Everybody knows the classic broscience of “bulk up, then cut down”. Essentially, this isn’t an incorrect approach, however, it doesn’t account for several other crucial factors. The thing is that the starting point in fitness or bodybuilding is yourself and any strategy should be adjusted to you, and not the other way round. That said, if you’re about to embark on a strength training journey and are unsure whether you should be gaining or losing weight, keep on reading, I’ll help you choose the right path. 

Many people who decide to go to the gym, outside of some extreme cases, of course, where it’s obvious, are wondering whether they should start with a cut or a bulk. Since you carry some fat on you that you want to get rid of, you should eat less, but then you also want to build muscle, so you should be in a caloric surplus, right? 

Correct. Diet is fundamental to achieving results in any sport. A poor meal plan will be killing your workout efforts.

My strong suggestion is that before you start pumping iron, try and improve your eating habits for at least 2-3 months. Everyone will benefit from a proper relationship with food, and for you it will be a decent test and an opportunity to build discipline which you’ll need a whole lot of later on. 

After a month or so add in a couple of simple exercises you can perform at home using bodyweight and / or resistance bands, and in 3-6 months you’ll have a great mental and physical base for making the next step which is actually going to the gym. 

Traditional approach to building muscle mass 

If you want to increase strength, muscle mass, and improve your physique aesthetics, you can go one of two ways. First assumes a cycle of being in a caloric surplus along with progressive overload, followed by a period of going into a gradual caloric deficit while still training heavy. 

If you decide to follow the introductory stage I suggested earlier, you should be ready for an intelligent calorie boost and have an improved metabolism.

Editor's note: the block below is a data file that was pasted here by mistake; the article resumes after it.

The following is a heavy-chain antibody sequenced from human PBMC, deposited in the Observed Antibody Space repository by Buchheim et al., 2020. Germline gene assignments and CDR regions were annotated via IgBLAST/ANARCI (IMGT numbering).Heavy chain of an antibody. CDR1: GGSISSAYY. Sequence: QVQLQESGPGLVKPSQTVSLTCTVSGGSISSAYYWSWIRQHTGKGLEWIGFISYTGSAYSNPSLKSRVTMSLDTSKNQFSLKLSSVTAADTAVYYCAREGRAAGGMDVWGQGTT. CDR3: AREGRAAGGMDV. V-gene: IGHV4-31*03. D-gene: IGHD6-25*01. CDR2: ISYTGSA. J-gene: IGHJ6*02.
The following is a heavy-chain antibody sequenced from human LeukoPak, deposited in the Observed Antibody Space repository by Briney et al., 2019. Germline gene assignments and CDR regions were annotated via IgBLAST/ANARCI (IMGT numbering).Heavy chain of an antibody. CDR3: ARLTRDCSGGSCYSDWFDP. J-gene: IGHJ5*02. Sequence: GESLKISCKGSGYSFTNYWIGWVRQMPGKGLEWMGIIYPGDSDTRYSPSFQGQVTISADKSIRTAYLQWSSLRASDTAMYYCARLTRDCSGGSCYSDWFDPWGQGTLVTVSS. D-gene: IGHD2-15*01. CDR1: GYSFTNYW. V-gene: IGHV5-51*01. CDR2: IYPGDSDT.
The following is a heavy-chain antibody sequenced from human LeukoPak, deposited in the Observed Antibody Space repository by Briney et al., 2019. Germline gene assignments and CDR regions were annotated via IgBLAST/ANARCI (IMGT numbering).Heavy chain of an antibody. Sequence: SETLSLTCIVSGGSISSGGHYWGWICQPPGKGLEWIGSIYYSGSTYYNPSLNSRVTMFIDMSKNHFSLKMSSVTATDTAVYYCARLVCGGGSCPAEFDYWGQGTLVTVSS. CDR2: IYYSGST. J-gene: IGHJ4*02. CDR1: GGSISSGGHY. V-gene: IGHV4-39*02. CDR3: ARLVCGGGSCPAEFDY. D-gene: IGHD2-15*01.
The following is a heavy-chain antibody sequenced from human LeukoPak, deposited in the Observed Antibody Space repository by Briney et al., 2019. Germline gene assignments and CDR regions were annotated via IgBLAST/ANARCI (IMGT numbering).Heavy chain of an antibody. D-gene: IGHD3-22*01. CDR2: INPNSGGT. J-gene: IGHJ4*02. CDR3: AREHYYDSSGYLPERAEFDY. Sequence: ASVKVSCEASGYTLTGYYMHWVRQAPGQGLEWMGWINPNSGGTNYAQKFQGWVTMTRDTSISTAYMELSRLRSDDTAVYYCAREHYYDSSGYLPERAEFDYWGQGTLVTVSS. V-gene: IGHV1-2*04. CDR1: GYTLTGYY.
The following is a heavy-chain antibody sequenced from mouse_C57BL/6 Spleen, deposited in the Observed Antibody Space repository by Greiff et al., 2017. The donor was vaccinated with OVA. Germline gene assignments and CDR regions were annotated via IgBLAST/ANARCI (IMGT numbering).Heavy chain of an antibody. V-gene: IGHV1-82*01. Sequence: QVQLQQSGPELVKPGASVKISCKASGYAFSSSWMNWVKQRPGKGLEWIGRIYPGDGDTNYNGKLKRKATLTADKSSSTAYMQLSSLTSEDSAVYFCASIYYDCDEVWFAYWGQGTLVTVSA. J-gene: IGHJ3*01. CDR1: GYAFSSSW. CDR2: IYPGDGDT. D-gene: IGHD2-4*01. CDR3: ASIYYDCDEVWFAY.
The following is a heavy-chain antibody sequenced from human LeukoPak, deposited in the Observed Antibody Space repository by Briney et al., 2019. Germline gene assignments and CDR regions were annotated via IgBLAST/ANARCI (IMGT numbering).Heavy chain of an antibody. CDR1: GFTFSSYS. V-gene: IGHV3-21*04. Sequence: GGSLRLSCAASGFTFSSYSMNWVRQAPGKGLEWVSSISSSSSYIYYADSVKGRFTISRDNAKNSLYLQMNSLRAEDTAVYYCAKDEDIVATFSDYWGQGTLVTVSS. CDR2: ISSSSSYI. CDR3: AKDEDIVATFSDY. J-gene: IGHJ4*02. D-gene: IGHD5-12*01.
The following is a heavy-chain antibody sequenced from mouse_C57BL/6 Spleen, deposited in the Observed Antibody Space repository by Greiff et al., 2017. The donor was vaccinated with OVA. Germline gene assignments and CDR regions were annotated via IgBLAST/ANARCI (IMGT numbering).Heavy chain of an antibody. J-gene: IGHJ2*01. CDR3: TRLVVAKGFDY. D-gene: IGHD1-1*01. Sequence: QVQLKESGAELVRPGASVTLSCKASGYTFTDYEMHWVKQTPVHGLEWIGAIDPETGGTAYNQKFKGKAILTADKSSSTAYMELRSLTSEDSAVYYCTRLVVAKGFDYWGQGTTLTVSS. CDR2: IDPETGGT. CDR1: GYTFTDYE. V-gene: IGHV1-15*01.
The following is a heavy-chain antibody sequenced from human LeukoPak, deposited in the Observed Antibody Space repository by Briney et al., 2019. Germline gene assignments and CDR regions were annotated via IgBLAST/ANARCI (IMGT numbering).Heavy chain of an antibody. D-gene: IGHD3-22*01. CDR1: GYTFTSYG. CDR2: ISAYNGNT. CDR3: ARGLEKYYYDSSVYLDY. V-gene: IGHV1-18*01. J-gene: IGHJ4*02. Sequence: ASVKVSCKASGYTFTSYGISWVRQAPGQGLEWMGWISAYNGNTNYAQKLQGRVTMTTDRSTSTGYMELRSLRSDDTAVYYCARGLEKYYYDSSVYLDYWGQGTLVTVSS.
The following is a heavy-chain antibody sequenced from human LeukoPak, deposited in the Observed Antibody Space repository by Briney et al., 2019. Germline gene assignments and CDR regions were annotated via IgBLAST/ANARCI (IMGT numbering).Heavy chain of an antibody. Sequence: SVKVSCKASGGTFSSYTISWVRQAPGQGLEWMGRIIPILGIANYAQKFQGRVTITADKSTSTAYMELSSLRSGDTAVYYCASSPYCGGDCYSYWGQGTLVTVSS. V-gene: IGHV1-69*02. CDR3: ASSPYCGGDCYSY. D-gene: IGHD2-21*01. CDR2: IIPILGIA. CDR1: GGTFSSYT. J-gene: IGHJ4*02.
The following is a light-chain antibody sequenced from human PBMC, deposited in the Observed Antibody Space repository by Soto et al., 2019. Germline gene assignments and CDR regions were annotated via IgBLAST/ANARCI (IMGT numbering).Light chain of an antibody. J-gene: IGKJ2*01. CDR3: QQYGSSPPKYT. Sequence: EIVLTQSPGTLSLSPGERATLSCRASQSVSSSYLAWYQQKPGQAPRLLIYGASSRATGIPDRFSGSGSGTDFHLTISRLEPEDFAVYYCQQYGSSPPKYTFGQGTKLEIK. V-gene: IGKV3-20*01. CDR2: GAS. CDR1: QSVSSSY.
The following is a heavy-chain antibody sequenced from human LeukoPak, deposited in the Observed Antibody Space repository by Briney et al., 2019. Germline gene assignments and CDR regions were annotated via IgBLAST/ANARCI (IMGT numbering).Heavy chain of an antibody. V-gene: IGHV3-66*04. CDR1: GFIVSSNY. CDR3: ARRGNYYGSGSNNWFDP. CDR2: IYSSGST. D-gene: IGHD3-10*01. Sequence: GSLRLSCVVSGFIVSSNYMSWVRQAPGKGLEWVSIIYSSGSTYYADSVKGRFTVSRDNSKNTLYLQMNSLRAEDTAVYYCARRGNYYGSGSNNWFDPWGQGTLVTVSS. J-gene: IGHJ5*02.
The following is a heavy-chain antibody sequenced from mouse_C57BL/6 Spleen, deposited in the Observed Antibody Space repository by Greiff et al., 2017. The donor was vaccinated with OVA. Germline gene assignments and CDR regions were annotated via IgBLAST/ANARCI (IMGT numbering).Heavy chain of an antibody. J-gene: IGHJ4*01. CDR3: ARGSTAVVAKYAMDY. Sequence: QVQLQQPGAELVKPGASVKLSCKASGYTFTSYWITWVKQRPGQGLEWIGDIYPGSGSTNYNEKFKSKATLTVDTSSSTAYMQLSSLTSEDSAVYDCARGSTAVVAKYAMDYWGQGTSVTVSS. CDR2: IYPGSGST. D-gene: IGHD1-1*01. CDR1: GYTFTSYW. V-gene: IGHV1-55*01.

At this point you should commence your first mass period, the duration of which is an individual issue, however, it usually lasts from 6 up to even 12 months. I spent 11 months massing and well… it was a ride of sorts. 

If you’re thinking “dope, I’ll be able to eat what I want for a year!” I’ve got some bad news for you. Constantly staying in a caloric surplus is an effort. A filling breakfast plus 4 dinners a day is no joke, been there, done that. Even the notorious dirty bulk based on fast food and sugary treats gets tedious. Especially when you start seeing some fat unavoidably accruing. Sure, your strength numbers go up, but you can say goodbye to deep cut ABS.

At some point, you simply can’t wait to cut. 🗡

When the day finally comes, you take a pic on the scale and embark on another mental battle. This time the challenge is to deal with a constant feeling of being underfed and drops of energy and strength. What gets you through this is the prospect of revealing the dry muscle mass you’ve been working to build for the past year or so.

Once you reach a satisfactory dryness of your physique, rinse and repeat. 

Body recomposition 

Another approach to building muscle mass is body recomposition. Keep in mind that the number on the scale doesn’t provide a full picture of the actual physique, and for many people sheer weight loss isn’t necessarily recommended. What’s way more important is improving tissue proportions – you want more muscle and less fat.

The preliminary stage I discussed earlier in the post can serve as a great introduction to body recomp. 

What is body recomposition? How do you do it?